DA: It seems that, so often in the field of art writing, many people approach the work with a pre-arranged agenda, which blinds them to how the work operates on viewers. It is important for me to relay my experience of the work in the gallery and to provide a discourse that is accessible and coherent. At least part of the time, I want the reader to feel like they are in the gallery space with me.

BC: You’ve said that you don’t like the use of the term “pioneer” to describe Darboven. Isn’t being a “pioneer” a good thing?

DA: Well, yes and no. A number of obituaries have described Darboven as a “pioneering German conceptualist”, but that feels like an excuse for why she was given less attention. It’s a label that designates her as ‘ahead of her time’, and not as canonical as, say, Gerhardt Richter or Sol Lewitt. Women artists are more often labelled ‘pioneers’. Other than Eva Hesse, Darboven is one of the very few female, first-generation conceptual artists from Europe who have gotten any detailed scholarly attention at all.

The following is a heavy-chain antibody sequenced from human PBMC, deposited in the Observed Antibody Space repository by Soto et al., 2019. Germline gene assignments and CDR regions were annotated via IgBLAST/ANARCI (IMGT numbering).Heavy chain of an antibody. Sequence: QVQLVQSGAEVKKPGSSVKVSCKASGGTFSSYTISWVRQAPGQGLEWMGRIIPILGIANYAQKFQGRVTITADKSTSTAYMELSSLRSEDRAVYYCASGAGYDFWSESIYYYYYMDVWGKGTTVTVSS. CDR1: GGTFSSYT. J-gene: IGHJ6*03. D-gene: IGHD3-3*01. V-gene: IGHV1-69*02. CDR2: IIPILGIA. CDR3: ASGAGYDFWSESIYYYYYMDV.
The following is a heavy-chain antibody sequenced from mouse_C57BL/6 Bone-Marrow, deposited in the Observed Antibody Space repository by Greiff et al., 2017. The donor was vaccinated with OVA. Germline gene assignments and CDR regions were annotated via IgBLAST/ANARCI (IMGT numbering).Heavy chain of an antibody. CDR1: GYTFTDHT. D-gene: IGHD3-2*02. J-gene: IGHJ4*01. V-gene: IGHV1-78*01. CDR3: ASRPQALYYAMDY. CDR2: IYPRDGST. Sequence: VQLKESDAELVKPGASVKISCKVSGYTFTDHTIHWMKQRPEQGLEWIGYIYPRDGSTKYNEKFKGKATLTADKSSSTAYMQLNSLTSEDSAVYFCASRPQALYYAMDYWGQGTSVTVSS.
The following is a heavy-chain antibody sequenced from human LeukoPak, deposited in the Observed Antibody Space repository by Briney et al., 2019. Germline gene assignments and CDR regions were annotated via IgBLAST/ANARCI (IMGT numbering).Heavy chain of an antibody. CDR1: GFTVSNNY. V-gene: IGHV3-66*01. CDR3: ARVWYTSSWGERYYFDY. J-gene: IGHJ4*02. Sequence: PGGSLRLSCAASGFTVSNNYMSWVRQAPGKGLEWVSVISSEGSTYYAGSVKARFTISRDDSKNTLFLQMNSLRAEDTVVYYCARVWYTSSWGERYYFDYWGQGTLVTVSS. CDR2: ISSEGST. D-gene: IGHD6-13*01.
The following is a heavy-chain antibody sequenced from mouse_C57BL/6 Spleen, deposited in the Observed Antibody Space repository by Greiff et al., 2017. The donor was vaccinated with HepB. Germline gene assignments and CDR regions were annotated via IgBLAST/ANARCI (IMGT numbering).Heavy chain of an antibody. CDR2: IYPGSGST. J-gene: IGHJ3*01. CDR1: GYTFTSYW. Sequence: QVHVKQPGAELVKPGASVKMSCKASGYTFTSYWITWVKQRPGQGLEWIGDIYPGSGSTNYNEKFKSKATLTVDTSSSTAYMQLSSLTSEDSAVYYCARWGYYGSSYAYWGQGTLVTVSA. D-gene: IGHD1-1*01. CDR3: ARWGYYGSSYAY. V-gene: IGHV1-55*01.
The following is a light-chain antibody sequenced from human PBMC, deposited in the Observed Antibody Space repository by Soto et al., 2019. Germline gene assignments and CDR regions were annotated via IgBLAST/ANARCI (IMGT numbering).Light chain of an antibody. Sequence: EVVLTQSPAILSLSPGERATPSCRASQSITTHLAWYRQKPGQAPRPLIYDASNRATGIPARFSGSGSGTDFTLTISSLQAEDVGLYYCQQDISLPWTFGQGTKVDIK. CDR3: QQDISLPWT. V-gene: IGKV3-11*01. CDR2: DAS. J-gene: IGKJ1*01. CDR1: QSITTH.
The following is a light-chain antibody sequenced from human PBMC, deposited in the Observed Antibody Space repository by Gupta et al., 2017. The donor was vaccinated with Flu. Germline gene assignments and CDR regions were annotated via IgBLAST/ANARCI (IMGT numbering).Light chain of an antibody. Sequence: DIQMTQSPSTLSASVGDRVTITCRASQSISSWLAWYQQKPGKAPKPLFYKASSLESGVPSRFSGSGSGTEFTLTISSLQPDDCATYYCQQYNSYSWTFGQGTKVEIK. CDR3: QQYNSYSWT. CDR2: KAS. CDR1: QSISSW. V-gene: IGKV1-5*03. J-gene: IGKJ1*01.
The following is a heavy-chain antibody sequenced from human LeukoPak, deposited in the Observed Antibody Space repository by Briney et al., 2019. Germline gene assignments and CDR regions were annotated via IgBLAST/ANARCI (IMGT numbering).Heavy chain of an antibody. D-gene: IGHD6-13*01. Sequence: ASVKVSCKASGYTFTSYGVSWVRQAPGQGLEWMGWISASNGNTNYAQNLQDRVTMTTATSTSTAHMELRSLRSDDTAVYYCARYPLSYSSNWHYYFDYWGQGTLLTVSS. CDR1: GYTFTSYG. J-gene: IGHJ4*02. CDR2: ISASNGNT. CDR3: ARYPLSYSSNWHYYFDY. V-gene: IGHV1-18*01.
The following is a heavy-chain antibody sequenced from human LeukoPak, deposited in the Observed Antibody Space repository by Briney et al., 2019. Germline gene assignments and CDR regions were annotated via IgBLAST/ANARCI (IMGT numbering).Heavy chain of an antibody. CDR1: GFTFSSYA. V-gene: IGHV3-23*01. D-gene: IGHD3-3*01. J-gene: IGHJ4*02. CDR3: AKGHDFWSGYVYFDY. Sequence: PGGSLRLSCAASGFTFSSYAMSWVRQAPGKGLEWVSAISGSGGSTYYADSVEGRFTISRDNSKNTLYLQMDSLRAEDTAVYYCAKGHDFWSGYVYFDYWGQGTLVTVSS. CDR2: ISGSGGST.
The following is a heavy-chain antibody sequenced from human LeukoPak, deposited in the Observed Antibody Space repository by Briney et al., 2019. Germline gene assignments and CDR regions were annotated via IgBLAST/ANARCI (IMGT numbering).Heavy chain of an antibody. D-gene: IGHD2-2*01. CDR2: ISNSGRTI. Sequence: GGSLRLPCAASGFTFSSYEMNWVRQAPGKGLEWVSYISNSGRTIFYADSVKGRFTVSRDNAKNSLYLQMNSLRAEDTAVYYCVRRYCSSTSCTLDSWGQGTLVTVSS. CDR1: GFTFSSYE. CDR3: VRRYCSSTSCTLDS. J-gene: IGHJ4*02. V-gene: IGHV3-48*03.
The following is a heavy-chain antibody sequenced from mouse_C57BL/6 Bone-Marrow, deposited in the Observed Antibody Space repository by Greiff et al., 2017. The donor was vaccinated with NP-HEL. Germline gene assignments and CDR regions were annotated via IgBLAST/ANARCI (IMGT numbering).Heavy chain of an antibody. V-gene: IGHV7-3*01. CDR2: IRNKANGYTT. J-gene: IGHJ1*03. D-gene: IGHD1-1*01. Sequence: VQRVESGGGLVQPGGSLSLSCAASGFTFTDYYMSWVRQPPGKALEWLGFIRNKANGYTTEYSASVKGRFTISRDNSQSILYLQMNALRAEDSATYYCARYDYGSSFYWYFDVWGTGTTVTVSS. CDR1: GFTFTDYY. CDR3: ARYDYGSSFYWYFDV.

BC: So, the ‘pioneer’ label is a bit of a double-edge sword?

DA: Oh, it can be positive, too, because it indicates the artist did something new and that they have become influential in some way. Darboven is a difficult artist, and she never made any apologies for that. It is understandable why people might want to avoid her, so my challenge was, in part, to make her more accessible without oversimplifying her artistic interests or process.